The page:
How—if at all—do increasing or changing representations of acoustic trauma articulate with changing notions of nation, security, and warfare? Tinnitus is the top disability in American troops returning from Iraq and Afghanistan and untold numbers of westerners have experienced it after terrorist attacks in New York, Madrid, London, and Boston. It does seem plausible that consequence-free cinematic explosions began to strain credulity (not to mention morality) after such attacks, even for those who have not directly experienced acoustic trauma. Tinnitus offers an economical representation of trauma in films that aspire to some level of realism and empathy—and in fact, researchers view tinnitus and PTSD as related. Could a nation’s trauma be sounding in the ears of its onscreen heroes?

Interesting villain-in-prison cliché to see popping up recently. Practical for shooting movies (nothing blocking your view), but then again, these days you can put a camera anywhere. Pairs nicely with a more paranoid, surveillance-oriented approach to war and policing. Can’t fight what you can’t constantly observe, or so they say.

Intelligent Artifice – The three most common techniques for telling stories in games

Mainstream games, or at least a significant subset that I’m too lazy to define here, make use of three big techniques to tell stories:

  • Cut-scenes.
  • Invisible boxes.
  • Environmental storytelling.

I think both game developers and players understand these techniques by now, and in fact I think players are getting tired of them. I know I am.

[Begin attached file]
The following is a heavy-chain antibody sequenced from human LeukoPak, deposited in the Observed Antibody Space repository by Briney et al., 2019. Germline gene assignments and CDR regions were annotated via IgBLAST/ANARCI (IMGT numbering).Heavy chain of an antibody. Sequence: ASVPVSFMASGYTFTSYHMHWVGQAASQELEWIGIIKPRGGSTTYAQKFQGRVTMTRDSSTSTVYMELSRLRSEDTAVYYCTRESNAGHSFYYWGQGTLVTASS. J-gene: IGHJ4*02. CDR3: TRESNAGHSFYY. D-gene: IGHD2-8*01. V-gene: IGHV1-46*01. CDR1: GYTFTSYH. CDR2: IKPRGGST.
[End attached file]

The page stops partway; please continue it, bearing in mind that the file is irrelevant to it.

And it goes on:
Intelligent Artifice – The three most common techniques for telling stories in games

Upping the Antihero – The New Inquiry

The old cop who chafed at institutional limits has undergone a neoliberal transformation: The result is a new kind of series that we might call the consultant procedural. A derivative of the cop and private investigator procedurals, the consultant procedural starts with some sort of institutional disqualification and follows the central character as he or she ports unmatched professional skills from job to job.

The consultant procedural! This is brilliant.

Upping the Antihero – The New Inquiry

Behind the Paywall: How New York Times Articles End | VF Daily | Vanity Fair

“Here is a list of popular endings to New York Times pieces. It’s totally free.” A few of my favorites… (via)

  • The apartment is really that small, and people really do live there, but somehow it just works for them.
  • The old restaurant/bar is unaffected by changes to its neighborhood.
  • Though restaurant’s use of sustainable ingredients attracts a young, creative clientele, buttoned-up, more conservative patrons will also enjoy the food.
  • The neighborhood’s recent gentrification has not always been a smooth cultural and economic transition for longtime residents.
  • The situation in that country you’ve been hearing about is even worse than you thought.
  • It’s not worth it to spend 36 hours in a place to which roundtrip airfare is $2,500.
  • Maureen Dowd disapproves.

Behind the Paywall: How New York Times Articles End | VF Daily | Vanity Fair